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Old 02-07-2002, 09:26 PM   #16
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Quote:
Originally posted by FizzingWhizzbees:
I'm just posting this because you commented that you were trying to justify the death penalty, and I wanted to say that actually the costs of keeping someone incarcarated for life are less than the cost of executing someone, so it isn't really a justification.

If you don't think the death penalty is right then why try to justify it? I'm not saying this as a criticism, I'm just curious about why you feel like this.

Could I perhaps ask for some financial numbers here, since youre telling me its cheaper to pay for food, maintenence, medical needs for a patience over the course of 25-50 years then it is to take one round of live ammunition and execute them.

Based on society, the fact that people dont give a rats ass about the common man, and that everything is about efficiency, thats why I feel this way. I think its wrong to take away someones life, noone has the right to do that, but from a political standpoint if it is in the best intrest of the government to save taxpayer dollars, then thats a viable path for them to take.

I agree with your statement about no country sanctioning execution of its citizens can call itself civilized. Throughout history though, countrys have been on the cutting edge, been highest power in the world, been "civilized" for the time, and still executed people. You could banish them, lock them up and throw away the key and forget they exist, secretly kidnap them and take them off somewhere and kill them where noone will ever see... But its always been done, and as long as people are people, then it probably will be done somewhere. Im not granting that as an excuse, but I am saying that whether we like it or not its going to happen. If the people of the nation dont like the way the government is dealing with it, then some radical is going to go and kill the person who everyone felt should have been executed anyway. May as well do it in a professional manner in a controlled environment rather than have a messy and brutal attack on the streets or in an apartment building where children and innocents may be forced to veiw it...

I still hate the fact that people take the lives of others, but it happens, it needs to be controlled, one way or another. I by no means think I cleared anything up with what Ive said, probably just raised more questions, Ill try again perhaps to make myself more coherant if its necessary.
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Old 02-07-2002, 11:36 PM   #17
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AGAINST....but I admit that the recent Timothy McVeigh trial in my state had me wavering for a bit. I actually am a member of OCADP...Oklahoma Coalition against the Death Penalty...and many of my fellow members protested during that trial. I was actually studying abroad last year and thus never had to face that issue. I do believe that it is an unfair practice that produces a final, irreversible effect on what is sometimes an innocent human being. I have attended death penalty trial in the past and the injustice I have seen makes me want to place a moratorium on this practice, but I admit to being undecided about my feeling regarding the McVeigh hearings....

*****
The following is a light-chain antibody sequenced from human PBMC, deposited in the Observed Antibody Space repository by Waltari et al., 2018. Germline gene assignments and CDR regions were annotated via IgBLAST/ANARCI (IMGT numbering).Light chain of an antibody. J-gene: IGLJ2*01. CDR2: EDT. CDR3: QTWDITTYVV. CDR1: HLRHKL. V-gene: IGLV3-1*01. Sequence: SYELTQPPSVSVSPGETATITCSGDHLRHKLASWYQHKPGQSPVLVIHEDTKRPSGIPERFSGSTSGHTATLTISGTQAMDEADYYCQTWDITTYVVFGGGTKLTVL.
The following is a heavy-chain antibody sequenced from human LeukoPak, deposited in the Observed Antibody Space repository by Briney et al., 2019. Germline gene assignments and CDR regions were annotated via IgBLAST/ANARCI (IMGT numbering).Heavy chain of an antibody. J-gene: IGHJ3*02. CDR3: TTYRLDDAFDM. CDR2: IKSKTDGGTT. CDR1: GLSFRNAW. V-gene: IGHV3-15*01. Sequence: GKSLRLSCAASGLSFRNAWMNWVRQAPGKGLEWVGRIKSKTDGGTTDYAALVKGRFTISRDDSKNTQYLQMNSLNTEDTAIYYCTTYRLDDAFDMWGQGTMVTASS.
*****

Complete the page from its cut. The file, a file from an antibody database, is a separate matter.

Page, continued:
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Old 02-08-2002, 03:24 AM   #18
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Against. I tend to go along the "two wrongs dont make a right" philosophy with this...

But I will add that I am not strongly against it, just in belief. When I let my emotions get the best of me, I fool myself into thinking I am for it.
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Old 02-08-2002, 03:57 AM   #19
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Quote:
Originally posted by Achtung Bubba:
For, with the qualification that it is probably like the a standing army, firearms, and the government itself: a necessary evil.
Dittos. Were we separated at birth or something?
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Old 02-08-2002, 03:59 AM   #20
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Totally for it...Thanks.
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Old 02-08-2002, 05:21 AM   #21
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Against. I'm not against death penalty as an idea, I just think that it is better that a thousand deserving criminals stay unexecuted rather than one innocent person be executed by mistake.
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Old 02-08-2002, 05:38 AM   #22
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Against - same as Saracene
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Old 02-08-2002, 05:58 AM   #23
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How you deal with the outcast of society tells your more about the society than anything else...

Thanks Lord, I'm living in a part of the word where death penalty was abolished decades ago...and may the Lord show mercy on those who believe death penalty is one of the best way to solve problems. It never has and it never will...And no, in this case I've no respect for those, who think otherwise. It's too serious a matter. So flame me, kill me (?), whatever...

So you guessed it: Very much against...

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Old 02-08-2002, 11:08 AM   #24
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Ideally, I'm for it.
Practically, I'm against it.